Frantic efforts were being made today to head off this weekend's strike by British Airways cabin crew.

The airline's chief executive Willie Walsh held face-to-face talks with Tony Woodley, joint leader of the Unite union, with time running out for breaking the deadlocked row over cost-cutting

The two men met at the London headquarters of the TUC, whose general secretary Brendan Barber has been trying to broker a deal for the last few weeks.

Mr Woodley left the building shortly after 1.30pm to attend a meeting of cabin crew representatives at Unite's head office nearby.

The union leader said as he left the building: "We are meeting and we are talking."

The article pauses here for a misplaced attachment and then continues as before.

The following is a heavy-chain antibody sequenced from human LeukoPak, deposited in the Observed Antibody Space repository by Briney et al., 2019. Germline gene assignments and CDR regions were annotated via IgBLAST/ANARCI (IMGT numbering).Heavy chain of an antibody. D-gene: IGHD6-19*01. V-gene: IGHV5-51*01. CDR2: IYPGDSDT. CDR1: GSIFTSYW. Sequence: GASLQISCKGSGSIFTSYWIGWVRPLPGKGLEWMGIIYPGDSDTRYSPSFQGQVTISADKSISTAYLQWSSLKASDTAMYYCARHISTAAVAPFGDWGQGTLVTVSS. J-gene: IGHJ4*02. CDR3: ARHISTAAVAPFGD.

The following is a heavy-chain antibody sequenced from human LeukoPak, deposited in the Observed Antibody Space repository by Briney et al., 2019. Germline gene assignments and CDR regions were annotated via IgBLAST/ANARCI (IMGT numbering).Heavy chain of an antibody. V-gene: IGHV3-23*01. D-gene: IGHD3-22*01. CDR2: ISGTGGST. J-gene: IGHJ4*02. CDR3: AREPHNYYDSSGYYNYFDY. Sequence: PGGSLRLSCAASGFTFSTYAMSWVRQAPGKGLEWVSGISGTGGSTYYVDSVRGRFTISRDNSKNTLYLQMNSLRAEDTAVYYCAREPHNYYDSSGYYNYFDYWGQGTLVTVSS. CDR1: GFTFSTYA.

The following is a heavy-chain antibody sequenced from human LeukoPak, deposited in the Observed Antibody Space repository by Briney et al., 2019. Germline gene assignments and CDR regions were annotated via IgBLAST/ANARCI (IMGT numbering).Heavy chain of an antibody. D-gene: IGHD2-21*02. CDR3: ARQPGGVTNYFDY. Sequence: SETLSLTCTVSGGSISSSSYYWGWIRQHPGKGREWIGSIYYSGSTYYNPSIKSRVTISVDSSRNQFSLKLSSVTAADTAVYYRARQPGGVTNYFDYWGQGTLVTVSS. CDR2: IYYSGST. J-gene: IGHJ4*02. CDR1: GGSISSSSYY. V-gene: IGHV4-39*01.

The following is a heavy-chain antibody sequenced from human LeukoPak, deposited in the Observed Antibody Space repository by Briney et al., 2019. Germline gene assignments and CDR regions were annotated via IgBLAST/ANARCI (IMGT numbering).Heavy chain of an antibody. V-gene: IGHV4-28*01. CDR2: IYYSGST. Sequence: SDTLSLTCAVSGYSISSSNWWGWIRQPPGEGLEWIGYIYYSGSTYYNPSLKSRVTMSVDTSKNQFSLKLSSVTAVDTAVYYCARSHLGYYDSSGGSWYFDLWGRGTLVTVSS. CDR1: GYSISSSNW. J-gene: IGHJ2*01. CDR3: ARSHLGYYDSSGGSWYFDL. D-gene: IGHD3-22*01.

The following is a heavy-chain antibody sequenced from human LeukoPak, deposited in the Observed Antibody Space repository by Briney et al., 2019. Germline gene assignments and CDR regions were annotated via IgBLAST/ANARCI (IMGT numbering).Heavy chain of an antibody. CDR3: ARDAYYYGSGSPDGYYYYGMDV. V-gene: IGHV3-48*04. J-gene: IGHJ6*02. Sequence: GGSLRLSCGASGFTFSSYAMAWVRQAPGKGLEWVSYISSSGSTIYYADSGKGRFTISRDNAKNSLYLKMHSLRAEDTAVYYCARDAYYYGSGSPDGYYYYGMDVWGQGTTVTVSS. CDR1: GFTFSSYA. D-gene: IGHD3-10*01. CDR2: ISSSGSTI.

The surprise last-minute talks offered a glimmer of hope that the three-day strike could still be averted.

The talks came as international support for the strike increased, possibly jeopardising management plans to fly 60% of customers regardless of the action.

Unions representing ground crews in the US and Germany pledged solidarity, raising the prospect of BA flights being disrupted at overseas destinations.

Six trade unions in France were also reportedly organising their own action in support of BA workers.

But BA said yesterday it aims to fly thousands more passengers during the strike than it had initially planned after more staff volunteered to work.

The union accused BA of "bluffing" and claimed only 350 volunteers were prepared to stand in for strikers this weekend, as opposed to the 1,000 announced by the